Many patients being admitted to treatment for an eating disorder, or substance abuse that is dually diagnosed with an eating disorder, are young. Younger people are in need of family support during their time in treatment. Family therapy and family intensive weekend programs are routine part of many treatment programs around the world. Utilizing Family Based Therapy can greatly supplement one of the greatest challenges in eating disorder treatment: changing habits.
Treating Eating Disorders with Technology
Research has recently found that eating disorders thrive in the same area of the brain where long term habits are created. Habits are, of course, incredibly hard to break. Eating disorders aren’t purely habitual, though. They are also both physical and psychological. Combining physiology, neurobiology and psychology, eating disorders become a trifecta of difficulty in treatment. Unlike substance abuse where life can be lived in abstinence from drugs or alcohol, people suffering from eating disorders cannot abstain from food. Instead, they have to learn to rebuild their relationships with themselves, their bodies, and how they eat. Families can provide guidance, encouragement and enforcement in this area.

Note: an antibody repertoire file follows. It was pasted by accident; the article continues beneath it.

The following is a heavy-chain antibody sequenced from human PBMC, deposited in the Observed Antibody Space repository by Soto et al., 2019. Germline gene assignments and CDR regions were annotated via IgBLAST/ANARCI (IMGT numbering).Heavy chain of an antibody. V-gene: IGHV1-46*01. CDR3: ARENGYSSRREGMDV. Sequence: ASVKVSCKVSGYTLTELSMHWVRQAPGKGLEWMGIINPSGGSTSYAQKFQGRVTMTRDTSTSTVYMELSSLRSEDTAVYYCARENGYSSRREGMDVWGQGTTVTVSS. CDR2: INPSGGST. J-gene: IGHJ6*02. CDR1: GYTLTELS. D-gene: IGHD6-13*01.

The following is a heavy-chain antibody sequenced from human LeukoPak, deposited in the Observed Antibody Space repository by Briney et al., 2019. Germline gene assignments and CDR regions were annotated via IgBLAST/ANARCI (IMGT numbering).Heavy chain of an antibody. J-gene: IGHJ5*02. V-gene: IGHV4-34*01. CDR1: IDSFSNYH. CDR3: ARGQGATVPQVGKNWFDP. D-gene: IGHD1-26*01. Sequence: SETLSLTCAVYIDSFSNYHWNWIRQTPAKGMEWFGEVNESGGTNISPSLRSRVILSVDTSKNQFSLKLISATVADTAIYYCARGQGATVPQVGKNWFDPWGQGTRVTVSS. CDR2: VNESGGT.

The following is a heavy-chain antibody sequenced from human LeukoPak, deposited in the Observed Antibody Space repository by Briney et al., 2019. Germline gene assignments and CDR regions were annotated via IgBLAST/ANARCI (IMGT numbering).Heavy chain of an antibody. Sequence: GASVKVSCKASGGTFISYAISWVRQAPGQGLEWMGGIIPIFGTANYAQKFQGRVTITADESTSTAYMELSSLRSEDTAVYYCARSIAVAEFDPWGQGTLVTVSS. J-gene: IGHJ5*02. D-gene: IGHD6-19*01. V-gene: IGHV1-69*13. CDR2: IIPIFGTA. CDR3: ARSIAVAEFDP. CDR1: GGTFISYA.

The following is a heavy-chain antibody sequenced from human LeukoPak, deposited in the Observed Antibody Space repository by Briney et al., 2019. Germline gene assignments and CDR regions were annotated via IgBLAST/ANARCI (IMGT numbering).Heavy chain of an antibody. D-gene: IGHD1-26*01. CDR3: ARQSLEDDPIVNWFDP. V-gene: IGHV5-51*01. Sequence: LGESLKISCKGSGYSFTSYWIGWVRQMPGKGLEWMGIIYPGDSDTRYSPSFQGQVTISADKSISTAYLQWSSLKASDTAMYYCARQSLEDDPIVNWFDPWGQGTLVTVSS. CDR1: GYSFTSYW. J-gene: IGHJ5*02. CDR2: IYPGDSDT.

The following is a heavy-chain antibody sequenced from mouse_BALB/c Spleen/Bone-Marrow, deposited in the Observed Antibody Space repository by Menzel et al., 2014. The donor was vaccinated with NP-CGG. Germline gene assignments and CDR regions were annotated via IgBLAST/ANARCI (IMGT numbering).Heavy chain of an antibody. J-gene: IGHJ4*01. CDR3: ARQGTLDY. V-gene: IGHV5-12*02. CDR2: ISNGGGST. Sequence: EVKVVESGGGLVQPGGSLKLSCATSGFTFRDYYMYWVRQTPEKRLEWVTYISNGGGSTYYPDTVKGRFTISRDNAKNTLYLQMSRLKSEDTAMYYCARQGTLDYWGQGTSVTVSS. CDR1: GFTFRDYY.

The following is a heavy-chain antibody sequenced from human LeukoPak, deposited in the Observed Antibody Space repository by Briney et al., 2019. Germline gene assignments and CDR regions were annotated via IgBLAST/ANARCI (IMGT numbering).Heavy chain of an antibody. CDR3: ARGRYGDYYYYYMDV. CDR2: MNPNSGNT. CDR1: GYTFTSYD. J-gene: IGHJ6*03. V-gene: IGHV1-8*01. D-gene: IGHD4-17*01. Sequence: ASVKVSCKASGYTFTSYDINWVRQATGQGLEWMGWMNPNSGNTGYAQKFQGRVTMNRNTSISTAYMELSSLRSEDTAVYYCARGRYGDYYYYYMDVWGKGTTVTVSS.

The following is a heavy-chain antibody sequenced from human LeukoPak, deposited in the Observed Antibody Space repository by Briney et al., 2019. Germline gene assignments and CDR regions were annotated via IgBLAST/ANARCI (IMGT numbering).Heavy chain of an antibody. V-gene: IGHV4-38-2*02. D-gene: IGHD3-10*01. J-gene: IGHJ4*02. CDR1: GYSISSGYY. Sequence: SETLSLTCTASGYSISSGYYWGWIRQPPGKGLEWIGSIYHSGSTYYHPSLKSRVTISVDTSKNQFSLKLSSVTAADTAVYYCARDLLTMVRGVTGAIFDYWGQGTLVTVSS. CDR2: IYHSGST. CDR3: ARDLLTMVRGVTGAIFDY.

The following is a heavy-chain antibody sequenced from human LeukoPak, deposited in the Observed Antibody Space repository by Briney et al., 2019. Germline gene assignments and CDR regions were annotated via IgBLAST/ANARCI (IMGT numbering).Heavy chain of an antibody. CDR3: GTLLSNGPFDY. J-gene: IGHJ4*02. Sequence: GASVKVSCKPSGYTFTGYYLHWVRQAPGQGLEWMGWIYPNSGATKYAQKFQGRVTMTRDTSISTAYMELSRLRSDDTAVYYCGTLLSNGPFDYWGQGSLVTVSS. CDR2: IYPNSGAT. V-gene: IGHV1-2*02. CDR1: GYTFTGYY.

Through family based therapy, families are first educated about the illness of eating disorders. Though information is emerging, there is a lack in deep understanding about eating disorders. Families need to understand that their loved one is not arbitrarily defying authority or rebelling against any system by refusing to eat, or practicing bulimia. Using the illness model, families come to understand their loved one is sick with a curious disorder. Their child is incapable of properly gauging food intake.
Families are then tasked with the responsibility to temporarily enforce rules in a positive way. Food must become a non-negotiable. Overtime, the child learns that their behaviors will not endure. As they begin to eat regularly again, they receive love and praise, as well as other rewards in life. They feel better and their minds begin to change about how they approach life as a whole.
Like any early recovery process, the beginning is difficult. Resistance is likely, because the associations of fear and food run strong. Consistent family therapy sessions, individual therapy sessions, and new routines supplement the process. Support from family can make or break a recovery process. Families can heal from a loved one’s eating disorders together and grow for the better.